SaffronKeira with Paolo Fresu: In Origine – The Field Of Repentance


My admiration of Italian trumpeter and flugelhornist Paolo Fresu is unbounded. In my view he is one of the most expressive and heartwarmingly lyrical players in the history of jazz, conveying tremendous emotion through a gloriously beautiful tone.

On this new release he is featured with the electronic music project SaffronKeira – a potentially stimulating prospect in theory, less successful in practice.

SaffronKeira was founded by Sardinian musician Eugenio Caria and combines electronic effects, drum machines, synthesisers and field recordings. Such ventures can be tremendously successful. Take, for example, the works of electronics wizard Jan Bang and trumpeter Arve Henkriksen.

The electronic creations on In Origine initially offer the vista of an intriguing and eerily atmospheric soundscape – but then seem to go nowhere in particular, other than being spiced up temporarily by simple deep thumps from the drum machine. Just when you think the music is about to develop and take shape it simply plods on and then drifts.

Even more annoying is the way Fresu’s lovely trumpet improvisations are frequently buried in the mix on many tracks, becoming distant and elusive. The opportunities for musical development are missed, then missed again and again. Only when the mix allows the trumpet to come to the fore do we realise what a stimulating album this could have been.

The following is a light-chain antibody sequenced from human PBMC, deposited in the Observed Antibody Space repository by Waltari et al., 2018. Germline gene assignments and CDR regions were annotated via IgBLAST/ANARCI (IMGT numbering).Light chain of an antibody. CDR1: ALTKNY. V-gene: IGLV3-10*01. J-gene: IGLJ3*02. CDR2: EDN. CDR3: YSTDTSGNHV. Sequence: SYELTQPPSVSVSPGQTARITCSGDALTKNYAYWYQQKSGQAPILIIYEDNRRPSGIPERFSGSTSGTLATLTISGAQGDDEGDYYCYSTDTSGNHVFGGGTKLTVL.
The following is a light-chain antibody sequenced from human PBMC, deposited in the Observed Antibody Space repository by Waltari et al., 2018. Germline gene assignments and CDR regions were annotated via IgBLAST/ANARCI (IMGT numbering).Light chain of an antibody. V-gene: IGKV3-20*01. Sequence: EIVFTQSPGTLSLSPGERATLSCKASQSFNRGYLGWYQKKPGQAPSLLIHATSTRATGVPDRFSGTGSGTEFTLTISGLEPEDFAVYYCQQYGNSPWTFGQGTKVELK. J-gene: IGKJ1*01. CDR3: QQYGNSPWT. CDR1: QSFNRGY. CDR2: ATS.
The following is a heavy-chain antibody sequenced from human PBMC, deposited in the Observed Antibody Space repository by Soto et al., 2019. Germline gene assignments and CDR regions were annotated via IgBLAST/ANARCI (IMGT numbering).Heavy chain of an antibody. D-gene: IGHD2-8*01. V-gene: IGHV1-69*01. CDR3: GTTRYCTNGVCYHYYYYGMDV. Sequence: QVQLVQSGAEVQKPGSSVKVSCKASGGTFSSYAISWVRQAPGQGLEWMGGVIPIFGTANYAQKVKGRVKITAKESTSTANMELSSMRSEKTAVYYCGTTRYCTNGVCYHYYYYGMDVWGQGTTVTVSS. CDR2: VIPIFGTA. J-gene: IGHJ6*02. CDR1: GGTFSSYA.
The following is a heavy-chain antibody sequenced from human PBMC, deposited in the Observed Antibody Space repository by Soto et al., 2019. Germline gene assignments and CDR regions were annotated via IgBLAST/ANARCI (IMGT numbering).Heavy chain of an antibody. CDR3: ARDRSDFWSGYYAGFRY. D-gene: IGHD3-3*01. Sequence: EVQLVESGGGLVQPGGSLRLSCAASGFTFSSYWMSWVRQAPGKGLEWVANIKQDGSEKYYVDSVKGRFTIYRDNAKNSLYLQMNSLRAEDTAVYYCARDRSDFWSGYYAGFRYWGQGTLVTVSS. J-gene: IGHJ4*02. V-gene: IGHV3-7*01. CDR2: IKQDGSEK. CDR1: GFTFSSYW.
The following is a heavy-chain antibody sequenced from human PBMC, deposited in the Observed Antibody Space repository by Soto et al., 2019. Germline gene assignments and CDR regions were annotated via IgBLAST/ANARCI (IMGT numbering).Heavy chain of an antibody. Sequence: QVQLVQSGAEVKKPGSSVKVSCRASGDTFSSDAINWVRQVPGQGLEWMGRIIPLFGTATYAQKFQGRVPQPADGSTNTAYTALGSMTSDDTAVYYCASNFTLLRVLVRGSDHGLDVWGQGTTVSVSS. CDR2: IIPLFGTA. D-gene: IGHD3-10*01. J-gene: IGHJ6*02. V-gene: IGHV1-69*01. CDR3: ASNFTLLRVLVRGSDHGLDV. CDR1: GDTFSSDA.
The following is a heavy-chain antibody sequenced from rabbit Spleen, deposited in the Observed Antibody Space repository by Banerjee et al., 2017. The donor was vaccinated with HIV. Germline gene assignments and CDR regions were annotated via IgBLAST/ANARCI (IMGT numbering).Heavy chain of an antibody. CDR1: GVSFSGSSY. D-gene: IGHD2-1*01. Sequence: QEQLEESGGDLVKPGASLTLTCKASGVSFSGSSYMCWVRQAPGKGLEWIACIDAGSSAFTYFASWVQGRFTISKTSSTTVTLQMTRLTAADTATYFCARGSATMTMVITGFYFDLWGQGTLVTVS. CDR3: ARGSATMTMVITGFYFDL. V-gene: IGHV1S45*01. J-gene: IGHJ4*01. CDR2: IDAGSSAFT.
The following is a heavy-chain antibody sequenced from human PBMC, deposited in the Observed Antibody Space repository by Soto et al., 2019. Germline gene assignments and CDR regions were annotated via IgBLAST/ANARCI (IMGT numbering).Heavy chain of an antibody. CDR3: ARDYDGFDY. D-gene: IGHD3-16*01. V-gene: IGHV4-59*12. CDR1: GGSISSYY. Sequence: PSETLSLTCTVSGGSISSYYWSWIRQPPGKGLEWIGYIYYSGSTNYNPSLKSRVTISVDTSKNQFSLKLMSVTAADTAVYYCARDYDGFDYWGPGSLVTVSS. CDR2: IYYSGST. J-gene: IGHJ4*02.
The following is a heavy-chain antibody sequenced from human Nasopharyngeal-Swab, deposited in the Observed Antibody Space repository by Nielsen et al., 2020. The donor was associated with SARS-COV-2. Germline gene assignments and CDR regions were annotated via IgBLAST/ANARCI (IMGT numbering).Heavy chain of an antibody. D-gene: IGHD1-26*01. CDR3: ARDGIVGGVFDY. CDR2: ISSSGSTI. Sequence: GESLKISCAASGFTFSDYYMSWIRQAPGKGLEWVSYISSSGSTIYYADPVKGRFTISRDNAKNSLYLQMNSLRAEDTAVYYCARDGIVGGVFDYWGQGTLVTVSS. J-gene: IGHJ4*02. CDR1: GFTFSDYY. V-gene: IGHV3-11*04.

Remixed with a consistently prominent level for the trumpet, and with perhaps a human drummer and/or percussionist replacing the drum machine, this could still be a worthwhile album.

Ghosts; The Field Of Repentance; Death And Civilisation; Due Poli; Periodi Remoti; Harmony In Chaos; Religion As An Illusion; Disorderly Of Life; Capernaum; In Origine (62.38)
SaffronKeira (elec); Fresu (t, multi effects); Maxine Vavasseur (f, vn, track four only). Over Studio, Cento, Italy, no date.
Denovali Records

Review overview
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Paolo Fresu is one of the most expressive and heartwarmingly lyrical players in the history of jazz but just when you think the music is about to develop it simply plods on and then drifts.saffronkeira-with-paolo-fresu-in-origine-the-field-of-repentance